She had never experienced anything like it before. It wasn’t pain, but a peculiar discomfort that increased with every passing second. Reena’s fingers and toes twitched first, but the spasms quickly worked their way through her body, attacking the muscles in her legs, arms and back. Her breathing intensified and, panting, she let out a slight gasp. “Resonance match at 13%,” the computer said with its detached, monotone voice. A look of frustration consumed Melchor as he pounded on the keyboard, increasing the infrasonic amplification. “Not nearly enough—we need more!” Reena tried to stifle any further cries, but she wasn’t sure how much longer she could take the effects of Melchor’s machine. A stronger blast of heat consumed her, causing sweat to trickle down her forehead. Her uniform was soaked with perspiration, which glistened down her back, arms and thighs. The vibrating continued, causing Reena’s jaw to tremble and her eyes to vibrate in unison, blurring her vision. The discomfort grew and her stomach swirled. Her only frame of reference for the bizarre sensations she was experiencing was like being on some twisted amusement park ride, repeatedly spun around until the point of nausea. “Ahhh…” “Resonance match at 21%.” “That’s it…” Melchor clapped his hands together like a giddy child. “Let’s have more!” “Aaahhh…” Reena gagged. The entire world was spinning and an intense pressure was welling up inside her head. “Resonance match at 54%.” Shit, Madison cursed to herself. Just feet in front of her glass prison, resting on a table cluttered with scrap metal and electronic parts, was her Halvok 99. If only there was some way out, her mind raced. She spotted the U3 in the far corner, nestled against unused machinery, its limbs coiled around itself while the creature’s red eye glowed in the dim lighting. The unit looked like it was conserving power, possibly having entered some form of sleep mode. If there was any time to escape, it was now. “Resonance match at 67%,” the computer said, seconds after Reena let out another short yelp. Madison activated the holographic projection display on her I.DAC. It still hadn’t found the proper encryption code to unlock the chamber. She had no choice left. Damn risky, she thought to herself, removing the I.DAC from her wrist. If this failed she’d be out of options, but it was a gambit she needed to take. She clicked a button on the communicator, activating its magnetic coating, and stuck the device against the glass door’s metallic locking mechanism. She pressed the button again, initiating a hidden feature on the I.DAC. The device let out a soft beep while a red light blinked on the wristlet’s surface. She had triggered the I.DAC’s ultimate failsafe, designed if an officer needed to prevent their communicator from falling into a criminal’s possession. After all, the I.DAC did link directly to Pallad City’s centralized GeoCore database. In the wrong hands, that information could prove extremely dangerous. “Aaaaah!” Reena howled. “Resonance match at 74%, 82%, 88%...” “Now or never,” Madison said under her breath and stepped away from her I.DAC, still magnetically affixed to the digital lock. She backed up as far as she was able, despite the restricted space in the cell. Her undivided attention was affixed on the device. She began counting to herself. 10, 9, 8… “Resonance match at 92%.” …7, 6, 5… “Resonance match at 94%.” …4, 3, 2… Madison shielded her eyes as the I.DAC exploded. The detonation wasn’t large, but precise enough that it succeeded in blasting a hole directly through the lock. She looked at the result—it had worked just as she planned. There was no way she would have been able to shatter the heavy duty glass, but the lock was unprotected—the only observable weak spot. She kicked the door and it swung open. From the corner of her eye she could see Rackham watching, his mouth hung open in surprise. Reena was oblivious to her partner’s success, her body thrown into spasms by the infrasonic onslaught. She tried her best to hold it in, but couldn’t any longer. “Aaaagggghh!” “Resonance match complete.” “Now!” Melchor shouted, nearly leaping into the air. He pressed a red button on the keyboard and an array of lights on the Harmonic Resonator began to glow. The ground shook with violent unease. Sovereign of the three realms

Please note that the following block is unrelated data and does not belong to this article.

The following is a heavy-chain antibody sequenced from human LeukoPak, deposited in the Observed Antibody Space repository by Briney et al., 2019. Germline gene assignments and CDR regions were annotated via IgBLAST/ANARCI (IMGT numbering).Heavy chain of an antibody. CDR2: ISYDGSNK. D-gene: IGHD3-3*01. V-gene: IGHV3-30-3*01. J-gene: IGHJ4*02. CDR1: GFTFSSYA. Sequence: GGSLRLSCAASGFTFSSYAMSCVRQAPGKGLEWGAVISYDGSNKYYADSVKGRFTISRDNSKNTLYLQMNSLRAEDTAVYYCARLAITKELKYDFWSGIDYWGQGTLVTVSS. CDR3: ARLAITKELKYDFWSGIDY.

Madison charged out of her glass prison, snatched her Halvok off the nearby table and fired a torrent of bullets into the Resonator. The lights adorning the machine flickered, sparks lancing through the air. “M-Madison!” Reena perked up, still besieged by the infrasound. “You fool!” Melchor spun around, seething with rage. “What have you done?!” “Resonance match…” the computer sputtered out as the tremors subsided, “…lost.” Visible crackles of blue electricity discharged from the Resonator, striking nearby machines and setting them ablaze. “Overload imminent,” the computer’s last words were distorted by a screech of static feedback. Madison fired a bullet into the digital lock on Rackham’s cell, releasing the doctor. She redirected her aim at the acoustic amplifier hanging over Reena and squeezed the Halvok’s trigger. The bullet shattered the glass confining her partner and struck the speaker. Devastated pieces of the amplifier rained down harmlessly around Reena. She took in a sigh of relief as the infrasonic attack came to an abrupt stop. “U3!” Melchor ordered. “Kill them all!” At the sound of the doctor’s panicked voice, the U3 reactivated, rising upon its tentacled appendages. But, before it could advance, another charge of electricity shot forth from the Harmonic Resonator and struck the nearest machine. It exploded in a furious cyclone of smoke, flame, and metal, throwing the U3 to the ground as a blistering chain reaction consumed more equipment. The explosive force shook the tunnel and a segment of the roof caved in. Rubble smashed down onto the U3, demolishing its scarlet cyclopean eye. Only its flailing tentacles could be seen for a brief moment before a dust cloud pushed its way across the immediate area. “No—this can’t be happening!” Melchor cried. “I was so close!” He dashed into the direction of the overloading Resonator. “Melchor!” Rackham yelled. “Don’t do it, you’ll be—” It was too late. The Resonator vanished in a brilliant white light, taking Melchor with it. Pieces of smoking metal flew through the air and crashed into the nearby walls. A deafening boom resounded through the tunnel. More of the ceiling began caving in. Madison undid Reena’s restraints and helped her unsteady partner to her feet. “You okay?” “Y-yeah,” Reena nodded. “Just a little shaky, but I’ll be all right.” “Melchor’s gone—no one could have survived that,” Rackham confirmed, staggering over to the officers. Madison glanced over to the fiery blaze where the Harmonic Resonator had previously stood. She was convinced Rackham was right—Melchor wouldn’t be faking his demise this time. “Let’s get out of here before this whole place comes down.” *** Reena leaned back against her locker and let out a sigh of relief. She was glad to be back at headquarters, despite still being stuck in her tattered, dirt encrusted uniform. She couldn’t wait to get home and take a much deserved shower. “Here,” a familiar voice called out. Before Reena could turn her head, a blur of folded clothes flew through the air, hitting her in the chest. “New uniform,” Madison said dryly. “Can’t come in tomorrow with the rags you’re wearing now.” “Thanks!” Reena nodded, offering her partner a smile. Madison turned for the exit but stopped just short of the door, not bothering to look back at her partner. “By the way,” she said, hesitating to get the words out, “you did well today.” Reena’s smile grew. “Oh?” “But following after Rackham and me, that was pretty reckless…” She craned her neck around to make eye contact. “Any other officer would have waited for backup.” “You wouldn’t have,” Reena replied playfully. “You’d have done the exact same thing.” There was a long silence, and then Madison finally spoke. “You’re probably right.” Reena stood in awe. She could swear that, from the corner of Madison’s mouth, the slightest outline of what appeared to be a smile had formed. It was too fleeting to be absolutely certain, but she’d swear the resident ice queen of the PCPD had almost broken her frosty façade. “Anyway,” Madison continued, exiting the locker room, “I’ll see you tomorrow.
Reena slumped back against her locker. Despite all the insanity of the day, including crazed scientists, earthquake-creating machines, and tentacled monstrosities, she wagered that what she had just witnessed might have been the most unbelievable of all…